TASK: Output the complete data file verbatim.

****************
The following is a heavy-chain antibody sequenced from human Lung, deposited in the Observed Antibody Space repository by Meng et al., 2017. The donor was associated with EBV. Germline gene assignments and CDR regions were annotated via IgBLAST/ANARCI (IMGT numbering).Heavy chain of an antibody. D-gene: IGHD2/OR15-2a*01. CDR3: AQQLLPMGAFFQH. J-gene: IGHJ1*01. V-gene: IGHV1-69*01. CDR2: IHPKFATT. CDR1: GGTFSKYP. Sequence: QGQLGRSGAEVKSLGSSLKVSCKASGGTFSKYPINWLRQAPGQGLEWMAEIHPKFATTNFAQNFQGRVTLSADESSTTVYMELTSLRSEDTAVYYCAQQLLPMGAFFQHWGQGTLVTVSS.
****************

The following is a heavy-chain antibody sequenced from human Lung, deposited in the Observed Antibody Space repository by Meng et al., 2017. The donor was associated with EBV. Germline gene assignments and CDR regions were annotated via IgBLAST/ANARCI (IMGT numbering).Heavy chain of an antibody. D-gene: IGHD2/OR15-2a*01. CDR3: AQQLLPMGAFFQH. J-gene: IGHJ1*01. V-gene: IGHV1-69*01. CDR2: IHPKFATT. CDR1: GGTFSKYP. Sequence: QGQLGRSGAEVKSLGSSLKVSCKASGGTFSKYPINWLRQAPGQGLEWMAEIHPKFATTNFAQNFQGRVTLSADESSTTVYMELTSLRSEDTAVYYCAQQLLPMGAFFQHWGQGTLVTVSS.